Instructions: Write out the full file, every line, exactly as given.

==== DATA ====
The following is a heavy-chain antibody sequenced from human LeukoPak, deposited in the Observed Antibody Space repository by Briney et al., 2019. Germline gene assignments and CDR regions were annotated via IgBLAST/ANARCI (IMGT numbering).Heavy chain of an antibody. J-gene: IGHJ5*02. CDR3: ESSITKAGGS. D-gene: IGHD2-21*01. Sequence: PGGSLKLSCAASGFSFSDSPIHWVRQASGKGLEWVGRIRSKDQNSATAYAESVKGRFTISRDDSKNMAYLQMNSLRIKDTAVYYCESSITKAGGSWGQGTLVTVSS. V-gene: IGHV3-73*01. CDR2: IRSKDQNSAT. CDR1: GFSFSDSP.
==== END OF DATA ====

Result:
The following is a heavy-chain antibody sequenced from human LeukoPak, deposited in the Observed Antibody Space repository by Briney et al., 2019. Germline gene assignments and CDR regions were annotated via IgBLAST/ANARCI (IMGT numbering).Heavy chain of an antibody. J-gene: IGHJ5*02. CDR3: ESSITKAGGS. D-gene: IGHD2-21*01. Sequence: PGGSLKLSCAASGFSFSDSPIHWVRQASGKGLEWVGRIRSKDQNSATAYAESVKGRFTISRDDSKNMAYLQMNSLRIKDTAVYYCESSITKAGGSWGQGTLVTVSS. V-gene: IGHV3-73*01. CDR2: IRSKDQNSAT. CDR1: GFSFSDSP.